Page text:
Notes to accompany 1014 “Water supply”Slides 1-3 A supply of clean water is the fundamental factor in preserving good health, along with an equally effective sewage drainage system. Nothing else is as remotely important. All of our water is ultimately rain, either collected directly, or extracted from rain-fed natural sources. Water comes from surface reservoirs, either natural or manmade, surface rivers or underground aquifers (porous, water bearing geological strata.Slides 4-6 Water is moved from source to user by gravity. Reservoirs are at high level, and pipes run from them down to the end users. Local service reservoirs, holding a few days local supply, will be built on high ground if available. Otherwise they will be built as water towers, next to the community they serve. These towers made need pumps to keep them full. The water will be cleaned and sterilised before entering the service reservoir. Great Britain has one of the oldest water supply pipe networks in the world and it is now well past its functional life. Up to 25% of all water collected is lost through leaks before it reaches the end user. There is a massive process of pipe replacement underway. Old supplies may have lead pipes. These are dangerous and toxic. They must be replaced if discovered on a survey. Modern underground water supplies are always carried in high density blue polythene pipes.Slide 7 Hard water comes from land on soft calcium carbonaceous rocks, such as limestone or chalk. Calcium carbonate dissolves in acid water (rain water is acid due to dissolved CO2). Hard water is perfectly healthy to drink, actually better than soft water. But if heated, calcium carbonate precipitates out as a solid, blocking the pipes. It can be “softened” by replacing calcium with sodium salts in a water softener, but this softened water must not be drunk. It can lead to increased risk of heart attack. Naturally soft water comes from areas of hard rock, such as granite or sandstone. It is safe to drink and will not block pipes. Soft water from granitic rocks may be weakly radioactive.Slides 8-9 Water supply pipework must be underground for protection. The supplying company is responsible for all pipework up to the edge of a private property. There should be an isolation valve at that point. The pipework on the private side of that valve is the responsibility of the building owner. If it develops a leak and is not repaired, the supply company will turn off the supply at their isolation valve, but will not repair the private pipe.
Once inside the building, the pipework rise through the ground floor and its material changes form plastic to copper, which is easier to work with. A supply is taken directly to the kitchen for drinking purposes. The rest rises up to the attic, where it fills a tank. A float valve stops overfilling. An Overflow pipe ensures that if the valve fails, the tank does not overflow. Any water softening must happen after the kitchen drinking supply is taken off, not before.Slides 10-11 Copper pipes are used because they are strong, non-toxic and easy to join and fit taps to. They can either be soldered together, using low temperature blowtorches, or screwed together using nuts and a soft metal ring called an olive. Professional plumbers prefer soldered joints for speed and neatness. Amateurs tend to either use compression fittings, or burn their homes down trying to create soldered joints.Slides 12-13 Cold water is distributed around the house by gravity through pipes connected to the low edge of the cold water tank in the roof. The pipe does not run from the bottom, as there may be a build-up of sediment there. As water runs from a tap, the level drops in the tank, which opens the float valve and fresh water runs up into the tank. If the roof is insulated, the water tank must be kept on the warm side of the insulation, t stop it from freezing. Never run insulation under the tank, always up the sides and over the top. Slides 14-15 Hot water is stored in a copper cylinder, usually at first floor level. It is kept full of water by a cold supply into its lowest point. As hot water is drawn out of the top of the tank, fresh cold water replaces it from the bottom. The hot supply pipe runs up into the roof and hooks over the top of the cold tank. It is open so that any expanding hot water will just drip into the cold tank. If this happens there is a serious fault in the system, probably a failed thermostat on the boiler. Water is heated directly in the hot water cylinder, either by an electric immersion heater, or indirectly by the central heating boiler. This heats water in a closed coil of copper pipe inside the cylinder. This hot pipe heats the water in the tank. This system must be fitted with a safety expansion valve which bursts open if the boiler does not switch off. Otherwise the coil in the tank can explode. The tank must be heavily insulated to save energy. Slide 16-17 Cold water, hot water and central heating systems all form part of an interconnected system of pipes, valves, heaters and water stores. It is essential that a sophisticated electronic control system is used to manage and monitor all parts of the system, both for efficiency and safety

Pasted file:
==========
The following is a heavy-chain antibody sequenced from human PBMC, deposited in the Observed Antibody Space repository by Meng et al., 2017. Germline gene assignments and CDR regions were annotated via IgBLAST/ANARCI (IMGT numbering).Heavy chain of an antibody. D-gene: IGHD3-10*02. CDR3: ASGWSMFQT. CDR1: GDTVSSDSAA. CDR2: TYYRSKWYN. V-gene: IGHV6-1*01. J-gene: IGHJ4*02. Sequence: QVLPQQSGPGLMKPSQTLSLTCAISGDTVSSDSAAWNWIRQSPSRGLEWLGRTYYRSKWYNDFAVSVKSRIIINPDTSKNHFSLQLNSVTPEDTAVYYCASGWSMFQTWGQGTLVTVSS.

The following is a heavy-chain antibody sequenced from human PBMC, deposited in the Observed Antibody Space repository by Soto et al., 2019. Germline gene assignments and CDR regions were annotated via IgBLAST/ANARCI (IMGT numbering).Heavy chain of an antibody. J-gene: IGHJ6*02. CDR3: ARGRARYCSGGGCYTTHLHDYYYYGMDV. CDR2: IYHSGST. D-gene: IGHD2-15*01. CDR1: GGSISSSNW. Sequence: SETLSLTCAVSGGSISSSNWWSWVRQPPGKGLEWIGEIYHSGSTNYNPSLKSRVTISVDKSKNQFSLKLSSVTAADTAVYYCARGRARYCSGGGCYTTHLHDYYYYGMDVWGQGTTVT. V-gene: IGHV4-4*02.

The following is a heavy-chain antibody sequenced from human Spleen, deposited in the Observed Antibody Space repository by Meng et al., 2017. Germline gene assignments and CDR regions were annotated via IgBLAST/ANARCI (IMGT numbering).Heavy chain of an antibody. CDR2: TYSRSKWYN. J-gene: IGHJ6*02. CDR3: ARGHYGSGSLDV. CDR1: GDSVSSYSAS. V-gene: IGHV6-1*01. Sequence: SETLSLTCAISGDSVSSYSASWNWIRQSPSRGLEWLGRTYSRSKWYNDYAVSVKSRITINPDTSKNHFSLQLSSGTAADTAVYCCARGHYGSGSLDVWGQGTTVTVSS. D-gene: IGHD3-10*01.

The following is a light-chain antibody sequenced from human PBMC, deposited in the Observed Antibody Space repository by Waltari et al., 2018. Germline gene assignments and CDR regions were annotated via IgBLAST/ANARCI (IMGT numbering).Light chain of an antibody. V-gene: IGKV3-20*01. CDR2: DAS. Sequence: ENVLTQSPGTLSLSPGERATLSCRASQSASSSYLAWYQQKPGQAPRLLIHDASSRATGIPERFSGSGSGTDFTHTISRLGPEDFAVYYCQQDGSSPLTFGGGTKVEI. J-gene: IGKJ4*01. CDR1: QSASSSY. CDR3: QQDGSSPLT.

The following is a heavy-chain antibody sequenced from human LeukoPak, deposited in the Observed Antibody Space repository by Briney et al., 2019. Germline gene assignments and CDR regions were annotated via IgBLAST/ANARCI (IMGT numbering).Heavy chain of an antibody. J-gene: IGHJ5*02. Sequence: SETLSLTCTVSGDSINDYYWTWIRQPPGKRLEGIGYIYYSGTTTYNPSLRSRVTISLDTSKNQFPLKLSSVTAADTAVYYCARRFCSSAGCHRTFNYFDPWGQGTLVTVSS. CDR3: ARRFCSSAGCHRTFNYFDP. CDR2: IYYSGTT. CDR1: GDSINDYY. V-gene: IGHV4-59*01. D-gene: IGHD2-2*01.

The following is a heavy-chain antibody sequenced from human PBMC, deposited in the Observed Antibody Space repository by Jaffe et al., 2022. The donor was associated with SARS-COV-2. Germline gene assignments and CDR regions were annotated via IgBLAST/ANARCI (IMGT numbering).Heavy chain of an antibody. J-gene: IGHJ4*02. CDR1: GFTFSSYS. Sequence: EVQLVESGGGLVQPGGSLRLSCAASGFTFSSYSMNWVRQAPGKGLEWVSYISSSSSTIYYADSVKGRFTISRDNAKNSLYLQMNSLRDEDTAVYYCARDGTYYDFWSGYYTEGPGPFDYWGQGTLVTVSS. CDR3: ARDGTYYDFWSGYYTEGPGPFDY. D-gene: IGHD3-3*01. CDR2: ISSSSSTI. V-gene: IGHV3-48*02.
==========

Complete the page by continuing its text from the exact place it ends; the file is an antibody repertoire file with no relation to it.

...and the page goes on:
Slide 15 Exploitation is not a bad word. We have to exploit resources to live. The concern is exhaustion of resources, over-exploitation. The whole idea of sustainability is not to stop exploitation of natural resources, but to make them sustainable. To ensure that future generations have equal access to the resources they need as we do. It is not simple to achieve in practice, but we try.Slides 16-21 Much protection for cherished landscapes is managed through government legislation in the form of National Parks, designated Areas of Outstanding Natural Beauty and Sites of Special Scientific Interest (SSSI). There are other designations such as ancient woodlands, which confers some basic protection.Slide 22 The National Trust is a private charity which protects property and land by purchasing ownership and then maintaining in the interests of the nation, as defined by the National Trust. Slides 23-25 English Heritage specifically protects monuments owned by the state. Whilst this primarily concerns buildings, many of those are in fact hugely vital elements of the overall landscape. Slide 26 Read Ian McHarg’s book “Design with Nature” It is a classic and not bettered. From the outset it establishes that we must exploit the landscape, to “reap its bounty”, but we must not destroys it. To achieve that we must first understand it. – McHarg I. 1969 (and 1992) Design with Nature John Wiley – “The world is a glorious bounty. There is more food than can be eaten if we would limit our numbers to those who can be cherished, there are more beautiful girls than can be dreamed of, more children than we can love, more laughter than can be endured, more wisdom than can be absorbed. Canvas and pigment lie in wait, stone, wood and metal are ready for sculpture, random noise is latent for symphonies, sites are gravid for cities, institutions lie in the wings ready to solve our most intractable problems, parables of moving power remain unformulated and yet, the world is finally unknowable. How can we reap this bounty? This book is a modest enquiry into this subject. …” The first paragraphs of Ian McHarg’s classic book “Design with Nature”